Conceptual image of the LCO2 demonstration test ship. Photo: MHI

Four Japanese majors team up on CCS value chain study utilizing ship transportation

Japanese heavyweights ITOCHU Corporation, Mitsubishi Heavy Industries, INPEX Corporation and Taisei Corporation have joined hands to conduct a joint feasibility study on a large-scale and wide-area carbon capture and storage (CCS) value chain project.

Illustration; Conceptual image of the LCO2 demonstration test ship. Photo: MHI

Under the Memorandum of Understanding (MoU), the four companies will look into launching a joint project to separate, capture, and transport CO2 via ship from hard-to-abate industries. These are industries in which it is difficult to decarbonize solely by electrification, the introduction of hydrogen, and other means. As part of the study, the companies will also be looking into sites in Japan for CO2 storage.

CCS has been selected as one of the potential pathways to decarbonize hard-to-abate sectors in line with the Japanese Cabinet’s Sixth Strategic Energy Plan adopted in October 2021.

Japan wants to achieve carbon neutrality by 2050. To reach this ambitious target, the government has set a goal of reducing emissions by 46% from the 2013 level by 2030.

The Japanese Ministry of Economy, Trade and Industry is working to develop and implement CCS technologies. As part of this effort, the government wants to launch a public offering of CCS value chain operators, including companies that emit CO2, in 2024 and to have a number of advanced CCS projects in place by 2030.

Building of a CO2 solutions ecosystem is one of the key initiatives in MHI’s 2021 Medium-Term Business Plan as the company looks at incorporating its technology in the development of CCUS. MHI has delivered CO2 capture plants, including one of the world’s largest, to a total of 14 locations around the world. Meanwhile, it is also developing technologies for large-scale liquefied CO2 carriers.

In October 2022, the Shimonoseki Shipyard of Japan’s Mitsubishi Shipbuilding Corporation, MHI’s maritime related business, laid the keel for the hull of a demonstration test ship for liquefied CO2 transportation.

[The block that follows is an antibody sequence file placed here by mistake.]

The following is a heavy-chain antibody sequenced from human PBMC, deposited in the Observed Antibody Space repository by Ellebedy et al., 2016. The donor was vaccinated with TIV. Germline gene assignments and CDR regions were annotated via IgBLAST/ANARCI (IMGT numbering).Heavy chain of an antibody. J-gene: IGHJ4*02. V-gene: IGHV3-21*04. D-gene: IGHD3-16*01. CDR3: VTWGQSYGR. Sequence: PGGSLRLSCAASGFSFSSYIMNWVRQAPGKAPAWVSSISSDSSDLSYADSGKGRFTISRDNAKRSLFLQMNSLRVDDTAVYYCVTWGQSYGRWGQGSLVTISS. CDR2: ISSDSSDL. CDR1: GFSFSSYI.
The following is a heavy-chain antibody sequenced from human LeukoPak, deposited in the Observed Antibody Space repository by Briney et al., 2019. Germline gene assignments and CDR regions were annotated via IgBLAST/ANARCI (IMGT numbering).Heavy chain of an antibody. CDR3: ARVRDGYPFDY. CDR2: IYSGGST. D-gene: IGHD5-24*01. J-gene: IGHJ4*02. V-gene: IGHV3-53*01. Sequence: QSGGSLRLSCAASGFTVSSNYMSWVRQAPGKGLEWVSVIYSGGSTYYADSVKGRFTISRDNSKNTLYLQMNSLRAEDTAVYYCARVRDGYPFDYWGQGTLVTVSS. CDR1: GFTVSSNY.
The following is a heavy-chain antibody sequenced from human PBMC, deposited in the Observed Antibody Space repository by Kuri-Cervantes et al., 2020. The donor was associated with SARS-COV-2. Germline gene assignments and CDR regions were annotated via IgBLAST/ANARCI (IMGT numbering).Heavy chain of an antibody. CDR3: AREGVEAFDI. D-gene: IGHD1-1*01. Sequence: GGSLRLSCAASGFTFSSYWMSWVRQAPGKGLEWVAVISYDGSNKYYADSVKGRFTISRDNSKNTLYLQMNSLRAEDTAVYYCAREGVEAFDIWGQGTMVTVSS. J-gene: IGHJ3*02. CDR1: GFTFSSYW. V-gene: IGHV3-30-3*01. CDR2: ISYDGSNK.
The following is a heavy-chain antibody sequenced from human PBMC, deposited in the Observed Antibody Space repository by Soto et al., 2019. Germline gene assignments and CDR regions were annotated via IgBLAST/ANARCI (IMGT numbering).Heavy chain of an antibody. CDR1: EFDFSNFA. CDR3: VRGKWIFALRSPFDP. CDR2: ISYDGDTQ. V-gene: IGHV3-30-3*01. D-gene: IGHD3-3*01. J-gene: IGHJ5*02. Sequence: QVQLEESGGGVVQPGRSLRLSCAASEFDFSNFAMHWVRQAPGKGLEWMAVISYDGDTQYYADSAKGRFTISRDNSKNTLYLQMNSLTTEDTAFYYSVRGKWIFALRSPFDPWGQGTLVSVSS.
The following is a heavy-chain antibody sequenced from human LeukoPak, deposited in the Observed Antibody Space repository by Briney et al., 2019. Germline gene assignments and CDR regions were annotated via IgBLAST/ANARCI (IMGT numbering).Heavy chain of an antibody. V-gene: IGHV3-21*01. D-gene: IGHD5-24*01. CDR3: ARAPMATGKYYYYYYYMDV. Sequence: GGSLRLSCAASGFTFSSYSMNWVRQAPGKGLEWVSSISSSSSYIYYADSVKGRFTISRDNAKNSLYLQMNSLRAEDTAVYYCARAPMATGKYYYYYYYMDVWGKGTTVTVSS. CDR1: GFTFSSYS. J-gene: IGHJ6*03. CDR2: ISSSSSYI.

The project was announced by the shipyard in February 2022, following a contract signing with compatriot shipping company Sanyu Kisen, the owner of the vessel.

This newbuild is expected to be the world’s first LCO2 carrier intended specifically for carbon capture, utilization and storage, according to Mitsubishi.

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Taisei is working on the utilization of CO2 underground storage simulation technology that it has developed through major demonstration tests in Japan and overseas. The company serves as a founding member of the Geological Carbon Dioxide Storage Technology Research Association. It also takes part in the Ministry of the Environment’s “Development Project of Integrated Demonstration Facility and Supply Chain for Sustainable CCUS”.

ITOCHU is also working to develop large-scale CO2 underground storage technologies for the development of sites suited for CO2 storage as part of the Geological Carbon Dioxide Storage Technology Research Association.

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INPEX has defined CCUS as one of the five areas where it would work intensively as part of its efforts to attain a net zero carbon society. The company has set a target of achieving an annual CO2 injection volume of 2.5 million tons or more by around 2030 and is conducting technology development and commercialization with the aim of becoming a leading company in the domain of CCUS.